Hallux rigidus refers to stiffness (rigidus) of the joint at the base of the great toe. This is the joint known as the metatarsophalangeal joint (MTPJ). The usual cause of hallux rigidus is arthritis or wear and tear of the cartilage that lines the joint. It may be caused by an injury or part of a generalised condition such as gout. Often there is no identifiable cause, it just develops particularly as patients get older. Clinically it presents as stiffness and pain in the great toe. If the symptoms are severe it can limit walking, compromise work and recreational activities. Bony spurs can develop around the joint and can cause pain by rubbing against shoes. In an attempt to offload this pain, patients will often try to walk on the outside part of their foot which may then cause some pain to the lesser toes, known as transfer metatarsalgia.
The main aim is to relieve pain, decrease loading and movement through the great toe. Often it may not need operative treatment, just simple lifestyle and activity modifications will help such as weight loss, walking aids and avoiding high impact activities. A patient may need to take some Panadol or anti-inflammatories. The type of shoe wear is important, avoiding high heels and shoes with a narrow toe box is important. Finally injections, either with cortisone or with platelet rich plasma, may help to relieve some of the inflammation but the treatment of this can obviously vary from patient to patient.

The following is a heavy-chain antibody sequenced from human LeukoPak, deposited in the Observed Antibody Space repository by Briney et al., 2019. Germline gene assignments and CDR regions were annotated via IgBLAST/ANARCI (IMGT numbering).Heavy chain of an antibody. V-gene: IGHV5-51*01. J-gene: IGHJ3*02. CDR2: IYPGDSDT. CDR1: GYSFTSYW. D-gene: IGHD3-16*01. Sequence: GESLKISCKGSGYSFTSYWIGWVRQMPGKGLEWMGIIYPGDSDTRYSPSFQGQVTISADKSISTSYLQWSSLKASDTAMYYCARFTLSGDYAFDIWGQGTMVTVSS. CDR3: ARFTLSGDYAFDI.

Meet Dr Rao
Dr Rao is a Newcastle Orthopaedic surgeon who specialises in all aspects of foot and ankle surgery. He graduated from medicine at the University of Sydney and trained as an orthopaedic surgeon in Newcastle and also in Queensland.
He also undertook further training by way of fellowship with world famous Dr Terry Saxby in Brisbane in 2008. He has also conducted further training by attending numerous courses overseas, in Thailand, the USA and right across Australia.